I go back and forth about if I should develop my weaknesses. I am bad with money. Not bad at earning it, but I’m bad at waiting for stuff. I just buy what I want. Imagine a petulant bratty child shopping online some nights and drinking wine to cope with self-induced financial pressure on other nights.

Sometimes I consider being a person who is good with money. Cheap car insurance is okay. But cheap pens, not okay. And then I think about the oozing black glaze pens I write with, and I think I would have never found those if I were price sensitive about pens.

People accomplish more by focusing on strengths
The thing is, it drains our energy to focus on our weaknesses. That’s really what personality type is about. Each of us can function like any type we want to function like. But it’s exhausting to be someone you’re not. And that’s really what “working on your weakness” means: working on being someone you’re not.

On top of that, focusing on our strengths is what makes us resilient, and that, more than fixing weaknesses, is what allows us to overcome hardship. And this is true in terms of both individuals and families as a unit.

Obsession on fixing belies lack of self-knowledge

I have noticed that the with all 16 personality types, once a person understands their strengths and weaknesses, they have little interest in developing their weaknesses. The people who think it might be a good idea to work on their weaknesses are people who don’t have a good handle on their strengths.

People like people who are like them. Parents tell kids to work on their weakness because parents want kids who are more like them. And bosses tell employees to work on their weakness for the same reasons.

A trait of someone with Aspergers is poor self-control. I work on the things that are super important, like waking up each morning so my kids have a mom. But I can’t fix each instance of poor self-control. Most people with Aspergers are great with routine, and we can just leverage our strength in creating routines so we deal less frequently with issues of self-control.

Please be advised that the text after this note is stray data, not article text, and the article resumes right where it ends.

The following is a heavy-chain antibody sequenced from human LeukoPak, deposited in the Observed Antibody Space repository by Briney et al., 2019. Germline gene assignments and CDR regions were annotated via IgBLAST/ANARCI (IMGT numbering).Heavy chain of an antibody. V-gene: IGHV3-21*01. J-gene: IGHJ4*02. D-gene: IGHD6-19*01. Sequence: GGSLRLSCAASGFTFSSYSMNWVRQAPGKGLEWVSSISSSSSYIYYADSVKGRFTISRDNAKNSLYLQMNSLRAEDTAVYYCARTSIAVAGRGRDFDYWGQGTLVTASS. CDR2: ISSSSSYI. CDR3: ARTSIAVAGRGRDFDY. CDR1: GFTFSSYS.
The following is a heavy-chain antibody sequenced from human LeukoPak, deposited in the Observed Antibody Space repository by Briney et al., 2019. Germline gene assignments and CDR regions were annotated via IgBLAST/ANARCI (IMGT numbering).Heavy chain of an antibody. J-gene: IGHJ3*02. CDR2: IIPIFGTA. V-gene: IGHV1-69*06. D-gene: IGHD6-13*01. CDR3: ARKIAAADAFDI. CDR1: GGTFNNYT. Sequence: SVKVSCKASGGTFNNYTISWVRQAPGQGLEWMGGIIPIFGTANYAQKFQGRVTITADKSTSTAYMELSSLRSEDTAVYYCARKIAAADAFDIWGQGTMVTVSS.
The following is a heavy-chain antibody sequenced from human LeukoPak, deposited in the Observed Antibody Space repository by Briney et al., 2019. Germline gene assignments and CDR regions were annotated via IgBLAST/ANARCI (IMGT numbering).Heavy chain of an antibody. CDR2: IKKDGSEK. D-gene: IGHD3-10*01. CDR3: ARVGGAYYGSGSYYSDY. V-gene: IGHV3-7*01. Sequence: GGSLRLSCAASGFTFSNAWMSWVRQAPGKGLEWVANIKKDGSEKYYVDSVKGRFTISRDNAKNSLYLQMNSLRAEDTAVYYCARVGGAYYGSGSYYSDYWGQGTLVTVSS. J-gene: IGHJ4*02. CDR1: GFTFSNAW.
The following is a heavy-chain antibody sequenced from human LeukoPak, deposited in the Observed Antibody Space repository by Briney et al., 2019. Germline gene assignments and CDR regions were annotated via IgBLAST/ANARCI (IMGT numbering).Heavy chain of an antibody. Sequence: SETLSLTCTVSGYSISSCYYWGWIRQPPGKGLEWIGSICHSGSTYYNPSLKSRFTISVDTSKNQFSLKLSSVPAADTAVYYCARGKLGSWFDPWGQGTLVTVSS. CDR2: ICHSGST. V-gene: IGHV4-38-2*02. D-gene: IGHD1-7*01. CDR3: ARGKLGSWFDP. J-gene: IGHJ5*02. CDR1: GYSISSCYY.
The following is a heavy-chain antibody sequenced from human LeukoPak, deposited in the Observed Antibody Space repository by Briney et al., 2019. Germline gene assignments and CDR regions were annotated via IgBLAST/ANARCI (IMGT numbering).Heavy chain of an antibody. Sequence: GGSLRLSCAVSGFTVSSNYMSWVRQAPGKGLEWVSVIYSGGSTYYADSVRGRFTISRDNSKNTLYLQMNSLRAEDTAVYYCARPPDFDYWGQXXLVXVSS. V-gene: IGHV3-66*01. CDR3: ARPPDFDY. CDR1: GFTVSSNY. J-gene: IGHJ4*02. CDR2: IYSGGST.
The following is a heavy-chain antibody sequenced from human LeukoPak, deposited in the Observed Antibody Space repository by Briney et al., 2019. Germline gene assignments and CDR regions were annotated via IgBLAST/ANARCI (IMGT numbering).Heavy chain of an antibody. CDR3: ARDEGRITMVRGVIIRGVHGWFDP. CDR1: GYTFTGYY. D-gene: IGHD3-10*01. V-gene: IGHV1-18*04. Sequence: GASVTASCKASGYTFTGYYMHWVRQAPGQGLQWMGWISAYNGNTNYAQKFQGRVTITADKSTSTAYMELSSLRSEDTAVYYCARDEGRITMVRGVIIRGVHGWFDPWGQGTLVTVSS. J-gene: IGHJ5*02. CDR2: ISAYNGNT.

Strengths and weaknesses come in pairs
As an ENTJ my weakness is being so direct that I’m offensive. And that’s a trait of someone with Aspergers, too. So I have a lot of problems being too direct. But if I weren’t direct I wouldn’t have the benefits of being an ENTJ (earning a lot of money because I don’t care what people think) and Aspergers (being honest no matter what the circumstance). I like the benefits that come with my weaknesses, which makes me much less willing to work on weaknesses, and much more willing to sleep in the middle of the day.

Become an expert on your kid’s strength 
And I know I’m not alone. People actually don’t mind their own weaknesses. So an important part of teaching a kid who they are and what their strengths are is leaving them alone about their weakness. Because their true self doesn’t care about their weakness.

I’m not saying to tell your kids they are great at everything. That’s delusional. They are great at one thing. Just like everyone else is. Help your kid find what they are great at. Parents are very specific about what kids need to fix. Be that specific about what a kid is great at – that’s what it means to focus on a kid’s strength.

This is a good time for me to tell you that you should buy this course about using personality type in your parenting. But I’m not that great at using this blog to sell you stuff. And I don’t want to change that. So instead I’m going to tell you that if you know your kid’s personality type, put the four letters into Google and read a lot about that type. To teach your kid to leverage their strengths, first you have to understand them at a deep level yourself.